“Even in death, the Duke was reluctant to leave these rooms: his last wish was that his body should remain there until the day of his funeral…The Duke had specifically asked that all but his family and his closest friends should be barred from his last resting place…On 27 April, three days after he was buried, someone broke into them.” Catherine Bailey, The Secret Rooms
British historian Catherine Bailey was given unprecedented access to the archives of Belvoir Castle. As she chronicled her findings, she was surprised to find that the 9th Duke of Rutland had removed artifacts and materials from three periods of his life. Her findings led her to uncover family secrets that he desperately wished to hide, even up to the moment of his death.
“The family’s downfall was unthinkable. William, Earl Fitzwilliam, had left a great fortune. Four sons–each named William after him–survived him. The coal industry was booming: the family’s wealth and power seemed as solid and unshakeable as the foundations of their vast house….Yet the Fitzwilliams and the thousands who worked for them were about to become the central figures in an approaching catastrophe…What was unthinkable on that day in February 1902 happened.” Catherine Bailey, Black Diamonds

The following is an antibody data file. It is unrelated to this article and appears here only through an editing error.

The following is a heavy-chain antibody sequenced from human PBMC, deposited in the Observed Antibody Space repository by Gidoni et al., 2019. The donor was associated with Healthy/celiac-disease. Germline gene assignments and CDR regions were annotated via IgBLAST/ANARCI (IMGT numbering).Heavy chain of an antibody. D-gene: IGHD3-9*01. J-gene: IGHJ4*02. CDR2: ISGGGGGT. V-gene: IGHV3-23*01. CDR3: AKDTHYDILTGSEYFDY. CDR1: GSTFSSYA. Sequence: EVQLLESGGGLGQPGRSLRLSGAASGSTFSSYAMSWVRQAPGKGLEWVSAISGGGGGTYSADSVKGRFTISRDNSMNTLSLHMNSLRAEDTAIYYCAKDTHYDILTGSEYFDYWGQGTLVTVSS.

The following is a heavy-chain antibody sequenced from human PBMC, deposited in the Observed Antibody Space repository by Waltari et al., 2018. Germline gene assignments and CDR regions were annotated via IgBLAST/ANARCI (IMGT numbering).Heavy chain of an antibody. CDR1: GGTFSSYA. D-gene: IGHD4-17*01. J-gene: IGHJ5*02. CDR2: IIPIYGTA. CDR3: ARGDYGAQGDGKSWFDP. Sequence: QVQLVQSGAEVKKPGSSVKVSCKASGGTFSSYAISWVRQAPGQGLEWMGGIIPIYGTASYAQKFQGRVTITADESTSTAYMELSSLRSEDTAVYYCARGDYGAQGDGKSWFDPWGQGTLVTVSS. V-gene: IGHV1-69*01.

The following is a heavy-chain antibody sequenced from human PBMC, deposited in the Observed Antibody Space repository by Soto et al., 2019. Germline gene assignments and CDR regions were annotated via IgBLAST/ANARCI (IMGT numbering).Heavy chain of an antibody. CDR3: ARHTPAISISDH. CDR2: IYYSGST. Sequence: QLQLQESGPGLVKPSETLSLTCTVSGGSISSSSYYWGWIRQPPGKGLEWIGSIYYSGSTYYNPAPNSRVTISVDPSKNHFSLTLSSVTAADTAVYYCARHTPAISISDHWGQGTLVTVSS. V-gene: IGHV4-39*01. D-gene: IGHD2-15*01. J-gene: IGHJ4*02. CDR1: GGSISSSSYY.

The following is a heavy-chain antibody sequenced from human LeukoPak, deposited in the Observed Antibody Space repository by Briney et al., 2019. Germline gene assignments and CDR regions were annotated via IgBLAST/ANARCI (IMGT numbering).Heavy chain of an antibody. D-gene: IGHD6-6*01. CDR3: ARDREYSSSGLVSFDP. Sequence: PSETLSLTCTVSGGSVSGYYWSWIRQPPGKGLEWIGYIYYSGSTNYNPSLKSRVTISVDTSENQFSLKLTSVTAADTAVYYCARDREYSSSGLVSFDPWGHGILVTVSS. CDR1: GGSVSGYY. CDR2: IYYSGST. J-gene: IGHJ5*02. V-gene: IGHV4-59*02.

In a house so large that guests were given tins of colored confetti to find their way back to their rooms, secrets lurked, placing its legacy on unstable ground. Historian Catherine Bailey sets a course to find out the truth behind the heirs of Wentworth House, the scandals that rocked the family, and the decline of one of the grandest families in England.
If you are as obsessed with Downton Abbey as I am, you are in for a treat with these two works of narrative history. The texts read like novels, and are full of fascinating facts, maps, family trees, and photographs. Indulge in the books while the popular program airs in the US, or wait to savor them to fill the void at Downton Abbey’s conclusion.
To win both books, simply comment below about your favorite Downton Abbey storyline, or related period piece. Enter by 9 PM ET on Monday, February 2nd, and share on social media. (US residents only, please.) Good luck!